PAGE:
But some things come pretty close."
For some reason that quote helped me cope with the difficult emotions I had as an exchange student 23 years ago. I guess it was the "look on the bright side--with doubt" sense of humor.
All Jews eat matzos at Passover. The ritual act is rich in meaning, everyone agrees, but what that meaning is--is perpetually up for debate. For instance: When you are in a hurry, you don't actually have to let the bread rise. You can complete something without actually completing it. Freedom is more important than yeast multiplying.
In order to qualify as matzos the water and flower mixture must go into the oven within 18 minutes of touching water. Fair enough, whatever the meaning of the ritual is, speed and timing are key elements. But orthodox practice goes further. Water can not touch the wheat from the moment it is harvested to the moment it is in the oven.
So the wheat must be guarded the whole time. Seems like a useless job. If they gave it to me, however, I would use the opportunity to practice my gongfu.
My gongfu practice has gotten me through an enormous number of otherwise boring situations. I had a "maintenance" job years ago which was a 6 hour day, but I could do the work in 3 hours so the rest of the time I just practiced my gongfu in a large storage locker looking out over the water. I kept a broom to lean on nearby in case anyone came looking for me. I also got arrested in an airport once because the airport was completely fogged in and I could think of nothing better to do than practice my forms.
Surely one of the most useless thing I've ever done happened in Japan. I was with a group studying tea ceremony (along with budo, dance, & calligraphy) everyday for two months at a Shinto school which had us put on a slightly different outfit for each class. On this particular day the tea teachers had us come one hour early to learn how to clean the tea house.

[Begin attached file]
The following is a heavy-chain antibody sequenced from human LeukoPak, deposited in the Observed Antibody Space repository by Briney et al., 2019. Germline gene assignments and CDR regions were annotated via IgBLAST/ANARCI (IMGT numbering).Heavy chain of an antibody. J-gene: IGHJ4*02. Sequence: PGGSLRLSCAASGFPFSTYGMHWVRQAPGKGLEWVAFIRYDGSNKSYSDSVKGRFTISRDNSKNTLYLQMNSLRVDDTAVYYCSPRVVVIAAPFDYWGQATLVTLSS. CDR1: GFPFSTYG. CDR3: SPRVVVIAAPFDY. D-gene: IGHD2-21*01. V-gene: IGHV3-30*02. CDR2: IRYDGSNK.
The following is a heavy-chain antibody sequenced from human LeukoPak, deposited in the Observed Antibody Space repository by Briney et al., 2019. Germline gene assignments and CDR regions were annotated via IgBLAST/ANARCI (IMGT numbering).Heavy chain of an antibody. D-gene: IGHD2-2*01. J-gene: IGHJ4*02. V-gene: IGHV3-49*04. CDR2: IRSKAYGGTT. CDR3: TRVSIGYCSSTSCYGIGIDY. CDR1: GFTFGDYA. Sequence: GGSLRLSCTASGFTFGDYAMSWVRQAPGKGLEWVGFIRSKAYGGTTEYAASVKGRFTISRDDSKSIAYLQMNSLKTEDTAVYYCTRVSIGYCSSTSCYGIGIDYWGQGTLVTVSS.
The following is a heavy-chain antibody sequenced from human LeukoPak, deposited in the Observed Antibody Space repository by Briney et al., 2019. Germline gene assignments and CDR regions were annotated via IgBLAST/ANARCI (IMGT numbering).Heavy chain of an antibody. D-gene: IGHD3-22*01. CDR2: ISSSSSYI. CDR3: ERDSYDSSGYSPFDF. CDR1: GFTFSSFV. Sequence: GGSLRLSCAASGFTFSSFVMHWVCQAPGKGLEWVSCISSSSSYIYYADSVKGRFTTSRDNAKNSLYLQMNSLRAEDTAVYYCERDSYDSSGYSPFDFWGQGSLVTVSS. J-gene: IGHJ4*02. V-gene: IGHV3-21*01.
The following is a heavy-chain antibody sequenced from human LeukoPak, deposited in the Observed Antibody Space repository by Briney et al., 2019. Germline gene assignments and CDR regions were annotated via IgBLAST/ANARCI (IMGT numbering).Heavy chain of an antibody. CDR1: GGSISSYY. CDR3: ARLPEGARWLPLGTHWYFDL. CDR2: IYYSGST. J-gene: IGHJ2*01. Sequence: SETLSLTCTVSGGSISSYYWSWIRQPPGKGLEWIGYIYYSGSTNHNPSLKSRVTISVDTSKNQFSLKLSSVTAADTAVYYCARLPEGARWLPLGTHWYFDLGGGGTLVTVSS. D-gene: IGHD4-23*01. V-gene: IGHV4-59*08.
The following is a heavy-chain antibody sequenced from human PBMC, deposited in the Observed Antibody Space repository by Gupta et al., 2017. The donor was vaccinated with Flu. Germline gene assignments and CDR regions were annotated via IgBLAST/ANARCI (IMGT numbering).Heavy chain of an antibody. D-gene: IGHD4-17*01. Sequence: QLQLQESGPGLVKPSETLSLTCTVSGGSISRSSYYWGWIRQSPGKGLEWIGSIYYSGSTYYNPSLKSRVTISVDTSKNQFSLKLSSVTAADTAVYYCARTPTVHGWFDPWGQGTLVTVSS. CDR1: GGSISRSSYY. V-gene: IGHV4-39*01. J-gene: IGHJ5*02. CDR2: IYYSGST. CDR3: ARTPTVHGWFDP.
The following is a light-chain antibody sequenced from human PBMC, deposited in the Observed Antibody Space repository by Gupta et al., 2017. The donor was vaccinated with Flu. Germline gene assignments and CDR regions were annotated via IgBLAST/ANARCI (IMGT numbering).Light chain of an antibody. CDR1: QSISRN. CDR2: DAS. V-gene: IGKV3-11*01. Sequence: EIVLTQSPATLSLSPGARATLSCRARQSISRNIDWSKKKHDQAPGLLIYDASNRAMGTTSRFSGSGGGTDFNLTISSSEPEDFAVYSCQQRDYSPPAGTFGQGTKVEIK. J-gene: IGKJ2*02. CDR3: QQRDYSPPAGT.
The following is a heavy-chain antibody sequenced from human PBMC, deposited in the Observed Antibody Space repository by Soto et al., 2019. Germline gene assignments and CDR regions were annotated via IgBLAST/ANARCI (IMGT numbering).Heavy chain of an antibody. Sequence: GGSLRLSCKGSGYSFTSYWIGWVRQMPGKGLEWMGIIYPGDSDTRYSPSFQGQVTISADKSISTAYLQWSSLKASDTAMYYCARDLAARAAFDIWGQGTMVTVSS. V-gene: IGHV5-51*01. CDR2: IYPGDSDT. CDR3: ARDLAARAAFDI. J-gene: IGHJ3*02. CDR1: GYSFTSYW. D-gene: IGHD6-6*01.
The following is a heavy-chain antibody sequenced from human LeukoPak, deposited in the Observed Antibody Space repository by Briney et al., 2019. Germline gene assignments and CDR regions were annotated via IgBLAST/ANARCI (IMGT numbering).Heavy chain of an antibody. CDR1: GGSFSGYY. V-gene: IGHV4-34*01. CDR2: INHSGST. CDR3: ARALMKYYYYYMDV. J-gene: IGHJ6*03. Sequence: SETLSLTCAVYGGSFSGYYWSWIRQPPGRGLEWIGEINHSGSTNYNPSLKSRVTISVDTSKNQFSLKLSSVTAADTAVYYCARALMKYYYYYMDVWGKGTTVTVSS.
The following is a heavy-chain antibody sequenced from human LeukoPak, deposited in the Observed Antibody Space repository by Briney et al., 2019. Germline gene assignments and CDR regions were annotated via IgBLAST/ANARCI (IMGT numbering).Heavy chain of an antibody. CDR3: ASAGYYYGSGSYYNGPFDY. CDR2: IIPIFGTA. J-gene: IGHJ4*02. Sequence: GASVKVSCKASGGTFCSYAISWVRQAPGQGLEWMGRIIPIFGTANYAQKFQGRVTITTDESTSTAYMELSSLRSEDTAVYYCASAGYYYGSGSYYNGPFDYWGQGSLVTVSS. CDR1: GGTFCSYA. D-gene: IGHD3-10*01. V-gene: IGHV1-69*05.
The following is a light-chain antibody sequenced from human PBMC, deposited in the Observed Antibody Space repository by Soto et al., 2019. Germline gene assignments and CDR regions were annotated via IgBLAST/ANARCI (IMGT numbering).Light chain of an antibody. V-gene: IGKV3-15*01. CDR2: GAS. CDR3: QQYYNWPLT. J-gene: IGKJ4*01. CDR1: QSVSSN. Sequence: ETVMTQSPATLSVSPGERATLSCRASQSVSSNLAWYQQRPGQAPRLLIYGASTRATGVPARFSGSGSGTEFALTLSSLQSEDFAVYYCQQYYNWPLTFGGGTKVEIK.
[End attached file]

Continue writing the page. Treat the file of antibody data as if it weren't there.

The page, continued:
Each of us got a job. They gave me a white plastic 5 gallon bucket filled with clear water and a scrub brush. Then they took me out into the garden and showed me a pile of medium sized smooth river stones. "Clean the stones," was my instruction, "I will return in 45 minutes." So I knelled down picked up a stone dipped my brush in the water and started scrubbing. But the stone was already perfectly clean.
After scrubbing a few stones in occurred to me that I had no idea how long I should scrub each stone. Since the stones were already clean, there was no intrinsic measure, I could have scrubbed one stone for the entire time or just scrubbed the air around all the stones. As were, I got to about my 30ith stone and realized that I hadn't made a separate pile for my "cleaned" stones, I was just as likely to be picking up a stone I had already scrubbed.
So I sat and scrubbed and thought about what meaning this act could possibly have. And then it occurred to me that it might have no meaning at all. That it was simply a useless act.
Yet tea ceremony, that day included, was a total joy to do. We don't actually need meaning to find fulfillment.
I think that lesson (a lesson I guess I taught myself) has served me well all of these years of martial arts training. I'm happy practicing without any goal or meaning, without achievement, or knowing why.
Call me unimaginative if you want, but I can not imagine why anyone would want to miss a day of practice. I guess uselessness reveals something about my true nature.